Now, what began as a simple experiment to improve the site’s author pages has evolved into the beginnings of a completely new content management platform for The Post. By this time next year, the paper plans to build the platform out into a suite of Web applications that encompass a variety of functions, including writing stories, planning editorial content and displaying it with a variety of page templates.

Taken together, those Web apps — pieces of software run through a browser — will constitute the paper’s content platform, which will be the equivalent of a nimble, flexible content managing system, Franczyk said in an email to Poynter.

“We need software that’s on the bleeding edge of technology in media, we haven’t found it, so we’re building it,” he said.

A screenshot of Pagebuilder, part of The Washington Post's forthcoming content platform (Credit: Gregory Franczyk)

A screenshot of Pagebuilder, part of The Washington Post’s forthcoming content platform (Credit: Gregory Franczyk)

Currently in development at The Post is an application tentatively titled “Storybuilder,” that will be the paper’s next-generation text editor, Franczyk said. Planned features include in-line comments for editors and change tracking, real-time collaboration and story previews for both mobile and the Web. The engineering team is also mulling other additions to Storybuilder, including a feature that would allow The Post to create an index of facts associated with each story. Using this index, Storybuilder could automatically update every story on a certain topic when a related article is updated, or notify editors when a particular story is out-of-date.

Also in the works is a “full photo-management solution” that will use a content ID system to automatically classify each photo uploaded by Post journalists and put them into a searchable index. The Post also plans to debut a separate content management system for its video that will take over many of the tasks currently handled by third-party software.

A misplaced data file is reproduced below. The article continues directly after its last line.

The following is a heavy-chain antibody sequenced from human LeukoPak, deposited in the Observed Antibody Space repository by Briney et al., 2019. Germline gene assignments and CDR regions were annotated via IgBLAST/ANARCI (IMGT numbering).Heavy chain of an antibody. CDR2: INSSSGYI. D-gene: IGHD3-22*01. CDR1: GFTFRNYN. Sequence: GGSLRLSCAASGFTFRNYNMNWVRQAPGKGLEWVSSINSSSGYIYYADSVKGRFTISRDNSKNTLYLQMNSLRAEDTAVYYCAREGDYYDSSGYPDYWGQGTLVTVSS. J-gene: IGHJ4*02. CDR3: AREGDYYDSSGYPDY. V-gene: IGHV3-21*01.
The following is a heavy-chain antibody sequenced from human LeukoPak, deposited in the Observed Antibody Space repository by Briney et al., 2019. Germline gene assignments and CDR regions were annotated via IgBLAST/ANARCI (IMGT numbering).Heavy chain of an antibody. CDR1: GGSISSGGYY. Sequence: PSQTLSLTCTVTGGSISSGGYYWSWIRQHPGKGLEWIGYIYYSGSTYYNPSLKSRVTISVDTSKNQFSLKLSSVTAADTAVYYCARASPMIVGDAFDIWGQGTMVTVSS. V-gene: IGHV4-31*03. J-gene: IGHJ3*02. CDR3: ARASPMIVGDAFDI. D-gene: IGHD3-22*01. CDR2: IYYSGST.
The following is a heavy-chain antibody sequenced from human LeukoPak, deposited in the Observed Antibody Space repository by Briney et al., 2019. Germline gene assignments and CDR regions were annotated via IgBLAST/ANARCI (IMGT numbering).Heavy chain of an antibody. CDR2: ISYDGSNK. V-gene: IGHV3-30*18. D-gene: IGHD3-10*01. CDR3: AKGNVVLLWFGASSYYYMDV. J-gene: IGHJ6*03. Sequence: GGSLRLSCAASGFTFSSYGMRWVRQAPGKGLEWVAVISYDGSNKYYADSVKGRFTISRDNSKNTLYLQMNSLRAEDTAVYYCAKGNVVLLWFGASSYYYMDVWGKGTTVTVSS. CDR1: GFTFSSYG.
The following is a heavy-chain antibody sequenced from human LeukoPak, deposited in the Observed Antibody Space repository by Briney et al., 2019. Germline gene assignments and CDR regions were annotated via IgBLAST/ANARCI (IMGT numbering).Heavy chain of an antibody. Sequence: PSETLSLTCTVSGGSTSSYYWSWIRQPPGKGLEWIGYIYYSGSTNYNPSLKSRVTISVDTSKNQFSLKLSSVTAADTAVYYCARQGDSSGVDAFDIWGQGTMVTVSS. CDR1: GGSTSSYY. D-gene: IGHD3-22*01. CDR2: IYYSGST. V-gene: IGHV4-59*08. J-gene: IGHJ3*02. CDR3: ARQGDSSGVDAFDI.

Although The Post developed the new platform primarily for internal use, the paper is considering making it available to other news organizations through a combination of open sourcing and subscription. The Post doesn’t yet have fixed pricing models in place, but it’s likely that news organizations could be charged for access to the apps and for hosting on The Post’s platform.

It’s possible, however, that “major components” of the platform will be open-source, Franczyk said.

The Post’s suite of Web apps presents a more specialized alternative to traditional do-it-all content management systems like Drupal and WordPress, Franczyk said. Because the apps are built with professional news organizations in mind, they will be able to use them out of the box, with little customization needed.